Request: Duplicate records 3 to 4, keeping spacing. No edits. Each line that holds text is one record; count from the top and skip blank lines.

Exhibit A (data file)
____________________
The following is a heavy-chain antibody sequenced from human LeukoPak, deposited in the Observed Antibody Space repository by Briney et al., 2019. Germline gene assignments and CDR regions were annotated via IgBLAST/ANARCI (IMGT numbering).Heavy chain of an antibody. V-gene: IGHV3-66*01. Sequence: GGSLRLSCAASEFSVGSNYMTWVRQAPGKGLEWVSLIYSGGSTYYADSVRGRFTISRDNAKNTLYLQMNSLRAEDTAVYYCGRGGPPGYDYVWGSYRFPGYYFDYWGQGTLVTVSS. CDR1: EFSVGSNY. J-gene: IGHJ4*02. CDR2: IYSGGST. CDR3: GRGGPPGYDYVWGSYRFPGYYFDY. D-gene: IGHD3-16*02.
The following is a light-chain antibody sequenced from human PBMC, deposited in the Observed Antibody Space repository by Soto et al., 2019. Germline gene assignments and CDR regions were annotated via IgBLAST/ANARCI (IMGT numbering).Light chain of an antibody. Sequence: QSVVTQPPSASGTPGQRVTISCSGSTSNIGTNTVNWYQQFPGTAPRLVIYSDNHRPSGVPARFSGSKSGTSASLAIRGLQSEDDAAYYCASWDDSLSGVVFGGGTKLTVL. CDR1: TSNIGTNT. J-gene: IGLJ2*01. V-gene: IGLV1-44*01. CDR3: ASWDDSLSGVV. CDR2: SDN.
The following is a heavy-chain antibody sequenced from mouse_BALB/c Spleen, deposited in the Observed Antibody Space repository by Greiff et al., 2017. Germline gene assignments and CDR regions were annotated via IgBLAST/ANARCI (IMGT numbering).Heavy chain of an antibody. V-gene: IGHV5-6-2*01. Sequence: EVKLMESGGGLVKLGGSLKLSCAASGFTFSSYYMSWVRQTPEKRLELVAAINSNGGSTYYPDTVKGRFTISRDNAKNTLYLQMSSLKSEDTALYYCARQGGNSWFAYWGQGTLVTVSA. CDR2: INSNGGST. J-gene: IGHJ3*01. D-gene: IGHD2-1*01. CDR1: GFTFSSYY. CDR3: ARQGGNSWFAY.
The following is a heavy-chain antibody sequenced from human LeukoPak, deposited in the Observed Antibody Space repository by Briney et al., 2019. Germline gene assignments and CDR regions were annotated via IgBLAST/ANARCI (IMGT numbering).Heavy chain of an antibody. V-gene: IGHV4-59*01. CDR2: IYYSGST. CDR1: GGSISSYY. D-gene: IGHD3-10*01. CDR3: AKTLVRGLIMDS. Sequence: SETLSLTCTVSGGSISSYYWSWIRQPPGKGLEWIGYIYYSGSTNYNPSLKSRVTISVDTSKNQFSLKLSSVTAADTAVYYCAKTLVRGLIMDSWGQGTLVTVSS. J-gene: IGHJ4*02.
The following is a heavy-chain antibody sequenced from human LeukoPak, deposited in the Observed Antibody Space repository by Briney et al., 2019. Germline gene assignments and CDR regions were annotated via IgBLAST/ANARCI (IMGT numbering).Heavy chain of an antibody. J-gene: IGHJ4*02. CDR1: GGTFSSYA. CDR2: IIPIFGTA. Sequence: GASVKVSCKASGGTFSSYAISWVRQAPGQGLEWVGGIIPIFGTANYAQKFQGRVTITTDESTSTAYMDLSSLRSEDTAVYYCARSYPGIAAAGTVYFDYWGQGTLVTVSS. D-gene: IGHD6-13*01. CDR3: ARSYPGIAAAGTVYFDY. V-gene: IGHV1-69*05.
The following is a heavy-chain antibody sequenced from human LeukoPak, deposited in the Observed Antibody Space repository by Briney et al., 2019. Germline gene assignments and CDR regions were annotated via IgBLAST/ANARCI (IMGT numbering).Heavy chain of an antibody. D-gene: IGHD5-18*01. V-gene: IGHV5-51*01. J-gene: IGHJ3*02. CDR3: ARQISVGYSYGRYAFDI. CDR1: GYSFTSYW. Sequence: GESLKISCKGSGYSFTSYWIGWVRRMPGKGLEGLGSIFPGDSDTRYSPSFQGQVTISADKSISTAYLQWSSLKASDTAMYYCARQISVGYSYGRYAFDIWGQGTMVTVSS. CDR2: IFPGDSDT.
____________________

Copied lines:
The following is a heavy-chain antibody sequenced from mouse_BALB/c Spleen, deposited in the Observed Antibody Space repository by Greiff et al., 2017. Germline gene assignments and CDR regions were annotated via IgBLAST/ANARCI (IMGT numbering).Heavy chain of an antibody. V-gene: IGHV5-6-2*01. Sequence: EVKLMESGGGLVKLGGSLKLSCAASGFTFSSYYMSWVRQTPEKRLELVAAINSNGGSTYYPDTVKGRFTISRDNAKNTLYLQMSSLKSEDTALYYCARQGGNSWFAYWGQGTLVTVSA. CDR2: INSNGGST. J-gene: IGHJ3*01. D-gene: IGHD2-1*01. CDR1: GFTFSSYY. CDR3: ARQGGNSWFAY.
The following is a heavy-chain antibody sequenced from human LeukoPak, deposited in the Observed Antibody Space repository by Briney et al., 2019. Germline gene assignments and CDR regions were annotated via IgBLAST/ANARCI (IMGT numbering).Heavy chain of an antibody. V-gene: IGHV4-59*01. CDR2: IYYSGST. CDR1: GGSISSYY. D-gene: IGHD3-10*01. CDR3: AKTLVRGLIMDS. Sequence: SETLSLTCTVSGGSISSYYWSWIRQPPGKGLEWIGYIYYSGSTNYNPSLKSRVTISVDTSKNQFSLKLSSVTAADTAVYYCAKTLVRGLIMDSWGQGTLVTVSS. J-gene: IGHJ4*02.